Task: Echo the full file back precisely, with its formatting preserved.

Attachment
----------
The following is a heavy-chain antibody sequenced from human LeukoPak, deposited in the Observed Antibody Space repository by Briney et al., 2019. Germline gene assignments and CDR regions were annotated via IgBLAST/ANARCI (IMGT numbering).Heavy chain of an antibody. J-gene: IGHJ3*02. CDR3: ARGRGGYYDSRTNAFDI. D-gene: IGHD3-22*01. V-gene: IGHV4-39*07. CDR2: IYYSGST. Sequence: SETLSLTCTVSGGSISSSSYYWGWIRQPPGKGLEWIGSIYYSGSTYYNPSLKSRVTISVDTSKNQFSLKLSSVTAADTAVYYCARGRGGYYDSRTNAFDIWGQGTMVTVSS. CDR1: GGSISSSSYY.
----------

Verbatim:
The following is a heavy-chain antibody sequenced from human LeukoPak, deposited in the Observed Antibody Space repository by Briney et al., 2019. Germline gene assignments and CDR regions were annotated via IgBLAST/ANARCI (IMGT numbering).Heavy chain of an antibody. J-gene: IGHJ3*02. CDR3: ARGRGGYYDSRTNAFDI. D-gene: IGHD3-22*01. V-gene: IGHV4-39*07. CDR2: IYYSGST. Sequence: SETLSLTCTVSGGSISSSSYYWGWIRQPPGKGLEWIGSIYYSGSTYYNPSLKSRVTISVDTSKNQFSLKLSSVTAADTAVYYCARGRGGYYDSRTNAFDIWGQGTMVTVSS. CDR1: GGSISSSSYY.